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East Williamsburg, Brooklyn

Coordinates: 40°42′50″N 73°56′20″W / 40.714°N 73.939°W / 40.714; -73.939
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East Williamsburg
Knickerbocker Avenue looking north at Thames Street
Knickerbocker Avenue looking north at Thames Street
Location in New York City
Coordinates: 40°42′50″N 73°56′20″W / 40.714°N 73.939°W / 40.714; -73.939
CountryUnited States
StateNew York
CityNew York City
 • Total1.40 sq mi (3.6 km2)
 • Total34,158
 • Density24,000/sq mi (9,400/km2)
 • White43.1%
 • Black9.3%
 • Hispanic32.7%
 • Asian0.1%
 • Other0.3%
ZIP Codes
11206, 11237, 11211, 11222
Area codes718, 347, 929, and 917
The boundaries of East Williamsburg as noted on a map

East Williamsburg is a name for the area in the northwestern portion of Brooklyn, New York City, United States. East Williamsburg consists roughly of what was the 3rd District of the Village of Williamsburgh and what is now called the East Williamsburg In-Place Industrial Park (EWIPIP), bounded by the neighborhoods of Northside and Southside Williamsburg to the west, Greenpoint to the north, Bushwick to the south and southeast, and both Maspeth and Ridgewood in Queens to the east. Much of this area is still referred to as either Bushwick, Williamsburg, or Greenpoint with the term East Williamsburg falling out of use since the 1990s.


Knickerbocker Avenue looking south at Grattan Street, 2006

In the 18th century, Bushwick was already an established town, and the waterfront area that provided ferry service to the island of Manhattan was simply known as Bushwick Shore.[4] The land of scrub bush that stood between Bushwick Shore and the town of Bushwick was known as Cripplebush. During the Revolutionary War occupation of the area by the British, the land was cleared, with the wood of the thickets being used for fuel. In 1800, Richard M. Woodhull purchased the waterfront property and laid out a settlement, naming it Williamsburgh after his friend and surveyor Colonel Jonathan Williams. Williamsburgh was incorporated as a village in 1827 (as a part of the town of Bushwick), and included 26 streets running East to West and 12 streets east of the shore line running North to South.[4][5]

On April 18, 1835, the village of Williamsburg was extended eastward to Bushwick Avenue and to Flushing Avenue on the Southeast (then known as Newtown Road). The region that is now circumscribed on the west by Union Ave, on the south by Broadway, then along Flushing Avenue to Bushwick Avenue on the east and on the north (approximately) by the Newtown Creek was designated as the Third District of the Village of Williamsburg in 1835.[6] At this time, the three districts of Williamsburg were more commonly known as the North Side, South Side, and the New Village. The names "North Side" and "South Side" remain in common usage today, but the name for the Third District has changed often. The New Village became populated by Germans and for a time was known by the sobriquet of "Dutchtown". In 1844, Williamsburg separated from the Town of Bushwick and became the Town and Village of Williamsburg. Parts of the Third District were known as "Irish Town" and "The Green" during the latter half of the 19th century.[4]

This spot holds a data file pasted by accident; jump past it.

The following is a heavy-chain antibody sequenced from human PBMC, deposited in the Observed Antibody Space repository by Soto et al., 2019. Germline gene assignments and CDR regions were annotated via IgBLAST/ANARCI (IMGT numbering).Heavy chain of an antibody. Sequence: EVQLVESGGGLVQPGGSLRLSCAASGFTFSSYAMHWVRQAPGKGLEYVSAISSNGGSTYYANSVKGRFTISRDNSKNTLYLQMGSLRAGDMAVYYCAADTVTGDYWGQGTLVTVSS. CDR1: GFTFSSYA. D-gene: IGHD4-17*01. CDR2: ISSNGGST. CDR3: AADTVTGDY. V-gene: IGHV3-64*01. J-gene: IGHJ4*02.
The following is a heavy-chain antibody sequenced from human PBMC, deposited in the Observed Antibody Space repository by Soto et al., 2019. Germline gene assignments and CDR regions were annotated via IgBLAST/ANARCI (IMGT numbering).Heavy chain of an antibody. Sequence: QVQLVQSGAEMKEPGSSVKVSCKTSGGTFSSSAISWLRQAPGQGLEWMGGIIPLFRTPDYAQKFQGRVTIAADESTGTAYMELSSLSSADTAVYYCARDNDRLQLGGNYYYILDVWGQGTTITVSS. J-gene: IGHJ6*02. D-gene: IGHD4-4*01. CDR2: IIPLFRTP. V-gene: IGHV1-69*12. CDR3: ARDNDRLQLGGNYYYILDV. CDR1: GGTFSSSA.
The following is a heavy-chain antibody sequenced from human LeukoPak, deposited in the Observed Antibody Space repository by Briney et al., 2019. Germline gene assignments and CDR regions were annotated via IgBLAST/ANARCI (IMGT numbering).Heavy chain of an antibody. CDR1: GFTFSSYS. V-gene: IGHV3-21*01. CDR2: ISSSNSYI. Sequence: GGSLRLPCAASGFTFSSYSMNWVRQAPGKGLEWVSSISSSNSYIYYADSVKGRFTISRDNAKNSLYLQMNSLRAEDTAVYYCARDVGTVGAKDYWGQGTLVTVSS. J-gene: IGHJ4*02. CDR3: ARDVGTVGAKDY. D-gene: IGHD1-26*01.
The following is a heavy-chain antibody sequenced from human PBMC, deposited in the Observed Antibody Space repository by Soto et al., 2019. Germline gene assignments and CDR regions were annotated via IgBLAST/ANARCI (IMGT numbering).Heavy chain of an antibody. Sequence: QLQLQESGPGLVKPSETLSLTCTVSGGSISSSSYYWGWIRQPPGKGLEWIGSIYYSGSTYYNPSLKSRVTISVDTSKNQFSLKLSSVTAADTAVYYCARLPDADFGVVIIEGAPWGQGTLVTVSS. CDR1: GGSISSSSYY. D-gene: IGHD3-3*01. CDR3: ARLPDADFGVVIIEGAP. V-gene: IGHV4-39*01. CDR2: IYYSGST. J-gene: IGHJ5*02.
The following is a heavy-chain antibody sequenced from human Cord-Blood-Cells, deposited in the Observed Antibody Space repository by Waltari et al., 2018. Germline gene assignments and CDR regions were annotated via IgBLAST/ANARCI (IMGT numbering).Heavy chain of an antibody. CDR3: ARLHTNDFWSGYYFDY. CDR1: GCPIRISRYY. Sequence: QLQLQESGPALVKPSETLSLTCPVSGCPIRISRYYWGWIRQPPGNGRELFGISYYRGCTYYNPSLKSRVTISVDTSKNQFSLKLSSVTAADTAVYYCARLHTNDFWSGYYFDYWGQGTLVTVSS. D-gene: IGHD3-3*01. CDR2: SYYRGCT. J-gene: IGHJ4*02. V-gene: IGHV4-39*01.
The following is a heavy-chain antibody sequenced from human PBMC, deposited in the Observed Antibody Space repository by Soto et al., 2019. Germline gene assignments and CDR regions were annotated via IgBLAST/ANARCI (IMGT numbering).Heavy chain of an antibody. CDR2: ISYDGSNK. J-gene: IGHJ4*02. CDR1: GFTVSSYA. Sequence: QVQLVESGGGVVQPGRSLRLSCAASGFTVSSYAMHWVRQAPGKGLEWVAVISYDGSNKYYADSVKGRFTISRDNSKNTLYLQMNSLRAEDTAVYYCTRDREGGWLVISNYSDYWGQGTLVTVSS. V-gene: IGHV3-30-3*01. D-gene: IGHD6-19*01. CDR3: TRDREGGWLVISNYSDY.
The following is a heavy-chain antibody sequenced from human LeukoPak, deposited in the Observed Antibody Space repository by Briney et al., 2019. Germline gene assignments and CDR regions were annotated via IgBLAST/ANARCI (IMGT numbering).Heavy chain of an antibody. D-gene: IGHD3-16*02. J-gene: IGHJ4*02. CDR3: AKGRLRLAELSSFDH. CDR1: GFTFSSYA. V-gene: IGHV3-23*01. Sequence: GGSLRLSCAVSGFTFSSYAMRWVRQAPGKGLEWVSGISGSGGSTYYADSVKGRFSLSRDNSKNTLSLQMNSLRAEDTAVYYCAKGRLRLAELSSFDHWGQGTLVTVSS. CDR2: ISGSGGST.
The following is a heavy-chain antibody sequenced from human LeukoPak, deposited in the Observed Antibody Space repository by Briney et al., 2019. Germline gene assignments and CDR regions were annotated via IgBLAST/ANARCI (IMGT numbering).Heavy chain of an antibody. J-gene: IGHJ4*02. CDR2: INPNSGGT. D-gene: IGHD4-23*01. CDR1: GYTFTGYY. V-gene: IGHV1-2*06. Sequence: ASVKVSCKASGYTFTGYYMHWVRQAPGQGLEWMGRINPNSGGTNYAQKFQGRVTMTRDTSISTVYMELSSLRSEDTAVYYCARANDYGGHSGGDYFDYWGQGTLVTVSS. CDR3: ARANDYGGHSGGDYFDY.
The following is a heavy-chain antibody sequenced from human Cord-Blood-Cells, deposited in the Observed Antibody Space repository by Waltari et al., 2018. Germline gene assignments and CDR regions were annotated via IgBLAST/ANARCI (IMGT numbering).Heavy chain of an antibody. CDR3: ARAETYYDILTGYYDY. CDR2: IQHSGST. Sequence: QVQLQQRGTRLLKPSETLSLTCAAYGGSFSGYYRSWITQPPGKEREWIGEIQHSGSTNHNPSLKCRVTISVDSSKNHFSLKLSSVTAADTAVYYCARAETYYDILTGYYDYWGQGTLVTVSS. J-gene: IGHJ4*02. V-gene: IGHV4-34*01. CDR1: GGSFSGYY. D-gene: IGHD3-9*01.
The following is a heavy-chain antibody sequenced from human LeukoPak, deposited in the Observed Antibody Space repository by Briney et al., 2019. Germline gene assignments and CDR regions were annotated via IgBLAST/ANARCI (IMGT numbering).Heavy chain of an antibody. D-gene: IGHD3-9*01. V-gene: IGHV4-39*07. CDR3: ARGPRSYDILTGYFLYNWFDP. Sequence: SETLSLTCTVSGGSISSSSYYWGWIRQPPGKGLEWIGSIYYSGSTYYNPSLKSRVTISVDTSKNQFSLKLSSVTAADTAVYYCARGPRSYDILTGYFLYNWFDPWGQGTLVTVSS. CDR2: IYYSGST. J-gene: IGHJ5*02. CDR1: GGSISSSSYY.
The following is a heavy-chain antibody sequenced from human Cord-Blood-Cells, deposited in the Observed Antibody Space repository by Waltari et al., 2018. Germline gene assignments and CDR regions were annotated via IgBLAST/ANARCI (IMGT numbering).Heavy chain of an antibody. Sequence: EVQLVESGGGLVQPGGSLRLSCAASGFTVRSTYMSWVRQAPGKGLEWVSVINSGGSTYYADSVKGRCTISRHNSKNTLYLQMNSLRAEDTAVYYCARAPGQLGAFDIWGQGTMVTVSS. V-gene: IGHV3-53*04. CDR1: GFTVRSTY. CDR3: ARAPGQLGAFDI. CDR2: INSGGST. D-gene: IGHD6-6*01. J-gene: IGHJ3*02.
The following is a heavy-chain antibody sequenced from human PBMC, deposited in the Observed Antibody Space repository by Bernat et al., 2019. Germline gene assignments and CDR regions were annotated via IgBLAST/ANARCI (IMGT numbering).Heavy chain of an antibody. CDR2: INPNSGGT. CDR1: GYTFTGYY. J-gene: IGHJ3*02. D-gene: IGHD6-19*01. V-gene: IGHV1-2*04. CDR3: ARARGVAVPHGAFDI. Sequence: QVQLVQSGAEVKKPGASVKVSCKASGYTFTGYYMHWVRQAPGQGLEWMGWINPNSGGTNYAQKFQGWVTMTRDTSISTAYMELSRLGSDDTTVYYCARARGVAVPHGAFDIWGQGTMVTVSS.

In 1854, Williamsburg was incorporated into the City of Brooklyn, which was one of the original six Dutch Townships of western Long Island. Upon consolidation with Brooklyn in 1854, Districts one (North Side) and two (South Side) became, respectively, Wards 14 and 13 of the City of Brooklyn. The third District was split and became Wards 15 and 16 of the City of Brooklyn. Ward 15 was the section north of Ten Eyck Street, between Union Avenue and Bushwick Avenue, with the addition of the portion of Ainslie, Grand, Hope, and South Second Streets between west of Union Avenue and east of Rodney Street. Ward 16 was the section south of Ten Eyck Street, bounded by Broadway, Flushing Avenue, and Bushwick Avenue.[4]


Based on data from the 2010 United States Census, the population of East Williamsburg was 34,158, an increase of 2,280 (7.2%) from the 31,878 counted in 2000. Covering an area of 895.74 acres (362.49 ha), the neighborhood had a population density of 38.1 inhabitants per acre (24,400/sq mi; 9,400/km2).[1]

The racial makeup of the neighborhood was 43.1% (14,706) White, 9.3% (3,189) African American, 0.1% (40) Native American, 12.7% (4,354) Asian, 0.1% (21) Pacific Islander, 0.3% (115) from other races, and 1.6% (561) from two or more races. Hispanic or Latino of any race were 32.7% (11,172) of the population.[3]

As according to the 2020 census data from New York City Department of City Planning, there were between 20,000 to 29,999 White residents and 10,000 to 19,999 Hispanic residents; however, Black and Asian residents were each between 5,000 to 9,999 residents. [7][8]